It is interesting to know how Hollywood got its name. It is believed that the city of Hollywood got its name from the abundance of toyon (Heteromeles arbutifolia) shrubs in the area. Toyons (also known as California holly), are a large shrub or small tree in the rose family and are extensively used for home landscaping. They have evergreen leathery leaves with serrate [toothed/jagged] edges. Flowers of the toyon appear in large panicles of creamy-white around June and give off a spicy odor [this is where Cinema fails now, hope in the near future we will also be able to smell the scenes]; they are very attractive to bees. The clusters of bright fruits were used for decorations during christmas and New Year. Also the fruits are consumed in a drink as well as drying, roasting, and grinding them into a meal.
Toyon (Heteromeles arbutifolia); Photo:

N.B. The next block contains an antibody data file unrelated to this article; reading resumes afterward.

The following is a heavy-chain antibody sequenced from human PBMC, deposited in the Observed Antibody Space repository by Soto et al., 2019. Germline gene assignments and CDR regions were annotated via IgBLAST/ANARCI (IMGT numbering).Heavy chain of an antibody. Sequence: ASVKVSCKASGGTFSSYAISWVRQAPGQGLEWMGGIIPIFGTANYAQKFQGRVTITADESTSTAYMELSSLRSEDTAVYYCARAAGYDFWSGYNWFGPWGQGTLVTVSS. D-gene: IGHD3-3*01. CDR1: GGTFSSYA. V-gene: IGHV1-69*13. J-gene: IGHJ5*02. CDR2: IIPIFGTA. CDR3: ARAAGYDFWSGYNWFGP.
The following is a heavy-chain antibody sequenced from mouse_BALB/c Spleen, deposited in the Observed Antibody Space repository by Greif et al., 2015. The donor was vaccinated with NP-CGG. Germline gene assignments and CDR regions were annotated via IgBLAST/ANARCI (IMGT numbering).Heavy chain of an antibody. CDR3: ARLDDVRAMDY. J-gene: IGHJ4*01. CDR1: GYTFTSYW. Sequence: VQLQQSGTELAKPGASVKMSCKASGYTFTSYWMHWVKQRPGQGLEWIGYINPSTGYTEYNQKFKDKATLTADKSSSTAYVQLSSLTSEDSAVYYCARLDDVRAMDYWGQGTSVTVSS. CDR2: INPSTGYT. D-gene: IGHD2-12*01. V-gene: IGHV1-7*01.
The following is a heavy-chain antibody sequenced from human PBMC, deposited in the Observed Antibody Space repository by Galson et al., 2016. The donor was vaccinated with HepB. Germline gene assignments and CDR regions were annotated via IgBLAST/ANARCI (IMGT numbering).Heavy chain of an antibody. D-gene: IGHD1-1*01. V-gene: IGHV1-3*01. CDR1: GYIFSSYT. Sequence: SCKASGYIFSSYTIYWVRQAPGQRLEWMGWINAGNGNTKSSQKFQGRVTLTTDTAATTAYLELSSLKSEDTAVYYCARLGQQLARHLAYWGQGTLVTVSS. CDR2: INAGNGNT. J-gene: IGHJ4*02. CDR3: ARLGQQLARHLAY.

The following words are much used typonyms: walnut, oak, pine, willow, cherry, orchard, maple, orange, bloom, garden, bagh, etc., It is common to find the word ‘topu / tota’ suffix in Telugu place names which means a garden. Eg., KannavaritoTa in Guntur, Andhra Pradesh. Similarly the word ‘bagh’ suffix can be found widely in South Asia. Eg., Basheerbagh, bagh-e-am [Public Gardens] in Hyderabad, Andhra Pradesh. The city Kendal (located in central Java in Indonesia), is named after the tree Kendal [Cordia bantamansis]. Thatichetlapalem, a locality in Visakhapatnam is named after Indian palm tree [tati in Telugu]. Travelers used to take kallu [a beverage from palm tree] and rest here. Taticherla in Anantapur gets its name from palm tree.